“I’ve been told that the wells are perfectly round and always filled with pure water, even when the earth becomes dry,” the widow said, her voice rising with fervor. “It was Our Lady of Walsingham who struck the ground and brought the water forth! Of course, nothing earthly could…”
But Eleanor had ceased listening. Following Mistress Emelyne out of the gardens, she prepared herself for the holy sites by reflecting on the goodness of the Queen of Heaven. Before all thoughts moved heavenward, however, Eleanor concluded she had been wise to suffer one more tale from the irritating widow. The information was important and must be passed on to Brother Thomas.
A light mist fell as Thomas trudged back to the chapel. After he had accompanied his prioress to the shrine containing the Virgin’s milk and back to Ryehill, he sought Gracia but failed to find her. Hoping she had found shelter from this weather, he pulled the hood over his head and buried his hands in his sleeves for warmth. The rain itself was soft and sweet, but the chill air stung his flesh.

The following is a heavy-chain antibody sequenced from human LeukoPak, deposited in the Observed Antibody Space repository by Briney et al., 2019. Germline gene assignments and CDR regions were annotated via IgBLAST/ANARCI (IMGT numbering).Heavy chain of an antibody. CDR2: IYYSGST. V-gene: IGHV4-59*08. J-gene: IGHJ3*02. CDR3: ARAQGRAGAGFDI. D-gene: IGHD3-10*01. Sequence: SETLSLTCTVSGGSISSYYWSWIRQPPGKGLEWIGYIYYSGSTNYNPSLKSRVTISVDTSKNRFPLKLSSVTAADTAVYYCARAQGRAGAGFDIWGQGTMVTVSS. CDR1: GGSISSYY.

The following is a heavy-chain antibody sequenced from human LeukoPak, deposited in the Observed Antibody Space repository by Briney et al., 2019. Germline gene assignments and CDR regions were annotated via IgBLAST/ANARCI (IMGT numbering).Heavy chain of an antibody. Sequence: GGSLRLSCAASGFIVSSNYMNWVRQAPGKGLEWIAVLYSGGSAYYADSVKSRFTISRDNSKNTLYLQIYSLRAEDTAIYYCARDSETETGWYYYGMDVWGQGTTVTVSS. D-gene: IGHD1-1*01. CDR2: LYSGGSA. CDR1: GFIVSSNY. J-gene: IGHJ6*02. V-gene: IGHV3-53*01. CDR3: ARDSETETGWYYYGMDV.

A man passed him in the road, then suddenly spun around to face him, a surprised but delighted expression on his face.
Perplexed, the monk stopped and waited for the stranger to speak.
“Are you Brother Thomas of Tyndal Priory?”
The monk did not remember having met him, although he felt he should. A boyish charm belied the gray dusting in the stranger’s brown wavy locks. His hazel eyes glowed with comforting warmth on this cold day. But the man’s features overall were not memorable. Were he to walk by him later in the day, Thomas wondered if he would recognize the man again, unless he saw his eyes. Concluding he had forgotten a prior meeting, something for which no blame was due, he opted for honesty. “Do we know each other?”